Reliance on foreign money is ok in times of normalcy, but in times of stress, the reliance on foreign money can lead to dislocations, as foreigners are quick to move money back home or to safe zones - in the US, UK, and Germany. The reliance on foreign money in times of stress makes it difficult for governments, and companies to raise cash at a time when it is most needed, thereby creating systemic challenges. It goes without saying that there will be notable problems to overcome as the world navigates through the effects of COVID-19.

Structural & Temporary Growth Impediments

Over the 5 years leading up to the COVID-19 crisis, Canada recorded an average annual GDP growth of 1.7%, while the median 'AA' rated country recorded 2.9%. It is believed that the reasons for the lower than average growth are structural: burdensome environmental and energy policy, and inter-provincial trade barriers. In more recent times, the medium-term prospects for growth have dimmed further, owing to an erosion of Canada's tax advantage relative to the USA, the temporal trend of low oil prices, and even tighter environmental restrictions. Uncertainties around trade with the USA have dissipated with the implementation of the USMCA agreement, but  U.S. tax law changes in 2017 has reduced the country's corporate tax advantage. Consequently, there has been and will continue to be substantial investment flows leaving the country for greener pastures. Persistent low oil prices together with regulatory bottlenecks are huge constraints on the energy industry - which happens to be the largest industry of the economy.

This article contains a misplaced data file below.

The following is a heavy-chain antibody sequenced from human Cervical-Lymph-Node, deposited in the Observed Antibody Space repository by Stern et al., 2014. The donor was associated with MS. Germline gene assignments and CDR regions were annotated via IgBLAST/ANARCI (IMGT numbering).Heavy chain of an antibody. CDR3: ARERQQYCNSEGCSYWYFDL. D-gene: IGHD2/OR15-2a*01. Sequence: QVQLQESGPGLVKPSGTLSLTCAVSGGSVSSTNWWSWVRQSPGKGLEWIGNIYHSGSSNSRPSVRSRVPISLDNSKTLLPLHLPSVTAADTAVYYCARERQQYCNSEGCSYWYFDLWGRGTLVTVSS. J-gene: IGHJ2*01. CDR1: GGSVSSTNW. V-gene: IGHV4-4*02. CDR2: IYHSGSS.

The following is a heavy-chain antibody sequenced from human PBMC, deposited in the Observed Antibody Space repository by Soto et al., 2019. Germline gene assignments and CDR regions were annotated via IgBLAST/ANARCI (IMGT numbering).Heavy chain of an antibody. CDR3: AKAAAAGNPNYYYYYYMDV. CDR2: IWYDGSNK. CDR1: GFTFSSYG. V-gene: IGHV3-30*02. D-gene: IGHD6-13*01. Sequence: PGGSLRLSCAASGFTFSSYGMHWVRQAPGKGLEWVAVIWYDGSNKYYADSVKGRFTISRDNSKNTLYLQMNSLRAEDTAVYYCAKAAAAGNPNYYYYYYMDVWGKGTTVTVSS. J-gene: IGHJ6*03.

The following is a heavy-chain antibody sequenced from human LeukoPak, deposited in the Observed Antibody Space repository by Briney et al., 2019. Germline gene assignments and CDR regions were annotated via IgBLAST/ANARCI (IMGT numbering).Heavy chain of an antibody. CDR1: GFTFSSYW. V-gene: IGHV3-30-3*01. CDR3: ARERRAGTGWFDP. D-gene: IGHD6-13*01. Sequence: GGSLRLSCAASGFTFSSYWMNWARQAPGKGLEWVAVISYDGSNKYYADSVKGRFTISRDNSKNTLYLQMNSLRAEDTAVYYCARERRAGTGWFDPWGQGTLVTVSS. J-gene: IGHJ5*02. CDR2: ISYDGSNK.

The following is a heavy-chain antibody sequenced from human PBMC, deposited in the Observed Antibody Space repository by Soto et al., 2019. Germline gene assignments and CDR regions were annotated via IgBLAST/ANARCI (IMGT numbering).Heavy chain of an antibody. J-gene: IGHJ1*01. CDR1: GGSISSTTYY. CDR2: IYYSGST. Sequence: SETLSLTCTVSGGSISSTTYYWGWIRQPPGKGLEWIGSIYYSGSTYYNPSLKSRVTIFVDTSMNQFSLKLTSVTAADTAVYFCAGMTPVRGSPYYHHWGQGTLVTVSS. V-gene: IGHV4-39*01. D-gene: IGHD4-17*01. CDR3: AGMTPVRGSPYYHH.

According to Fitch, the hit to economic activity in 2020, as a result of the spread of COVID-19 and substantially lower oil prices is expected to be -7.1% - slightly lower than IMF's estimate. The rating agency expects a slight recovery in 2021 of approximately +3.9%, before a flattening-out at around +1.7% thereafter. The issue with having such low growth is the fact that it makes it difficult for the government to raise revenues at a pace that will lead to a rapid reduction in the deficit and debt without a raise in taxes. At the same time, raising taxes is countercyclical and will likely lead to downward pressure on GDP. The result is that excessively high GDP ratios may persist for a longer time

It is Not All Bad

Canada has a number of positives that support a fairly strong credit profile. Though the country's credit rating has been reduced by 1 notch, they are still at investment grade which is still favourable in the eyes of global investors. In addition, the outlook is stable which reflects the fact that the likelihood of another downgrade in the near term is low. Canada has the following things going for it:

  1. A low-interest-rate environment. This low-interest-rate environment will likely continue as the central bank has pumped a lot of money into the financial system and slashed rates. Low rates also keep the debt servicing cost for the government low.
  2. Very large foreign asset holdings are driven by huge pension fund assets and corporate cross-border investments.
  3. A track record of fiscal discipline at the federal level.
  4. Political stability.
  5. An excellent macroeconomic policy framework.
  6. An advanced and diversified economy with relatively high income per capita.​


It is still early in the COVID-19 crisis and Canada will certainly not be the only G7 nation that will see a downgrade in the credit​ ratings. As more data becomes available there will be others. In addition, Fitch is usually the more aggressive of the three and is usually the first to make moves. Standard and Poor's and Moody's have not yet taken any action but may do so if the economic fundamentals continue to deteriorate. 

You may also like